We'd like to imagine that people have an instinctive and intuitive way of confronting history. We'd be wrong, of course. The best example, perhaps, is Germany, which has been issuing mea culpas for the behavior of the Third Reich non-stop since its defeat in the second world war, and owned up to its own murderous history. The reality, however, is that German self-awareness is more the exception than the rule.
Many Russians are only dimly aware of the extent of the brutality of Josef Stalin's regime, and many of those who are, see no need to be ashamed of them. Students in Japan know very little in depth knowledge about Japan's role in World War II. I've even had a chance to examine a Japanese high school level history book for myself, and you can imagine my surprise when the entire section on this rather pivotal conflict in Japanese history was two paragraphs long, and capped off with a little cartoon Zero pilot waving a surrender flag. When asked for a translation, I was given one "Japan entered an armed conflict with the United States, Great Britain, the Soviet Union and other allied countries. Mistakes were made by the military leadership, resulting in a Japanese defeat after atomic bombs were detonated over Hiroshima and Nagasaki."
Ah. Who would need to know more than that, anyway?
Now in 2007, Cambodia is struggling to deal with its own history.
In 1975, a Maoist guerrilla army called the Khmer Rouge conquered Cambodia, led by a man named Saloth Sar, but better known by his now infamous nom de guerre Pol Pot. Within days of seizing power, Pol Pot began one of the most infamous genocides in human history. Pol Pot rebooted Cambodian history, and instituted his "Year Zero" program to turn Cambodia into an entirely agrarian Maoist society. "Class enemies" like teachers, engineers and doctors were either executed outright, tortured to death, or sent to the fields to work themselves to death as slave laborers. By the time the Khmer Rouge were overthrown by a Vietnamese military invasion in 1979, nearly two million of Cambodia's eight million people had perished.
"We are building socialism without a model. We do not wish to copy anyone; we shall use the experience gained in the course of the liberation struggle. There are no schools, faculties or universities in the traditional sense, although they did exist in our country prior to liberation, because we wish to do away with all vestiges of the past."- Pol Pot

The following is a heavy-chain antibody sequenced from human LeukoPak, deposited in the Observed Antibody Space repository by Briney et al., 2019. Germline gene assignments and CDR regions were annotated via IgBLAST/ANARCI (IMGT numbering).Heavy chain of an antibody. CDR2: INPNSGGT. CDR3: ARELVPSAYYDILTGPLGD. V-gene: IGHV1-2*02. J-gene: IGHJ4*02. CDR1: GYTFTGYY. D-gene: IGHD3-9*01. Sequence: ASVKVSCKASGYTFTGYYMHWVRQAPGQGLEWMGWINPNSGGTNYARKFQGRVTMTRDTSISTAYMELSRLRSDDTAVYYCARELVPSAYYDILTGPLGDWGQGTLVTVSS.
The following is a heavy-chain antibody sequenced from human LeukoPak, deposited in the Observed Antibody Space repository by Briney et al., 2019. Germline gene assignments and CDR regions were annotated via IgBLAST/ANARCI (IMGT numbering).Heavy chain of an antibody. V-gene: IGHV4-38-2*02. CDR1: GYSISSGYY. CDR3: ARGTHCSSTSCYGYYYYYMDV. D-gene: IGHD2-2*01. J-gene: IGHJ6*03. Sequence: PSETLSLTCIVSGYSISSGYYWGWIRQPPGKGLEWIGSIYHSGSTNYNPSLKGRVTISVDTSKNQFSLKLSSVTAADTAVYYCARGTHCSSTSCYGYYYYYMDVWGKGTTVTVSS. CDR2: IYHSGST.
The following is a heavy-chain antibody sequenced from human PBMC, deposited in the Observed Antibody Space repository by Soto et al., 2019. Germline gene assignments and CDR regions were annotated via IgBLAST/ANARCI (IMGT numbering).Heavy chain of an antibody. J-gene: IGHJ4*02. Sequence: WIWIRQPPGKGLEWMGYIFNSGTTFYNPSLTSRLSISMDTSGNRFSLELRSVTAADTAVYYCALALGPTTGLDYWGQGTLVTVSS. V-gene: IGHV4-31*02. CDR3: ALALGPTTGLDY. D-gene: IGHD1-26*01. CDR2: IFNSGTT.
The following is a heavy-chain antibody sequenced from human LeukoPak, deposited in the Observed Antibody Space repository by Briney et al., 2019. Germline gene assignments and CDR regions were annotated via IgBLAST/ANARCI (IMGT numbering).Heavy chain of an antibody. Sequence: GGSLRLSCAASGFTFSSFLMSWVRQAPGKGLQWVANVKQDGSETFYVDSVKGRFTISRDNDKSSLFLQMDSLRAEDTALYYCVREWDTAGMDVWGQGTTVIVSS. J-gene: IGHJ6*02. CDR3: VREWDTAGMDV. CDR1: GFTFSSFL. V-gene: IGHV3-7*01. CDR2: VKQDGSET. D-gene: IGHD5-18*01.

Though removed from power, the Khmer Rouge did not entirely disappear. The military faction retreated to isolated strongholds in the Cambodian boondocks, fighting a low intensity guerrilla war against the Cambodian government. Pol Pot himself died in 1998, his body burned on a bed of trash and discarded tires. However, many of the new leaders of Cambodia were either members of the Khmer Rouge, or had collaborated with the Khmer Rouge, like Prime Minister Hun Sen, Cambodia's de-facto dictator since 1997.
So what have Cambodians learned about the Khmer Rouge and the genocide? Well, it's tricky. The Vietnamese installed government of the 1980's took a nakedly propagandistic anti-Khmer Rouge angle, which denounced the Khmer Rouge and glorified the Vietnamese invasion, but students learned very little about the events themselves. When Hun Sen took power, information about the genocide started flowing somewhat more freely. It was now safe for educators to acknowledge the existence and scope of genocide, and it was also safe to acknowledge the role and responsibility of Pol Pot. Controversies, inevitably, arose. For example, were the Vietnamese liberators or invaders? And, naturally, discussing the role of any former Khmer Rouge serving in the current government remains uncomfortable.
Therefore, nobody should be surprised when Hun Sen's government recently squashed a history textbook that gave a complete chronology of the Khmer Rouge, calling it "unsuitable" for inclusion in the curriculum (they haven't censored it completely, however) for fear that it may cause embarrassment for former Khmer Rouge currently serving in the government. One member of the textbook committee went as far as to say that there should be a 60 year waiting period between an event and its discussion in history textbooks. By that timeline, German students would still be waiting for classes dealing with the Berlin Wall.
For young Cambodians, their knowledge of the genocide is mostly anecdotal, passed along by oral histories from the survivors. Is it any wonder some of them have chalked these horror stories up to gross exaggerations? Cambodia is doing more to confront history than Russia or Japan, but like so many others, the catharsis of coming clean can't compete with the reluctance of politicians to answer awkward questions about their involvement.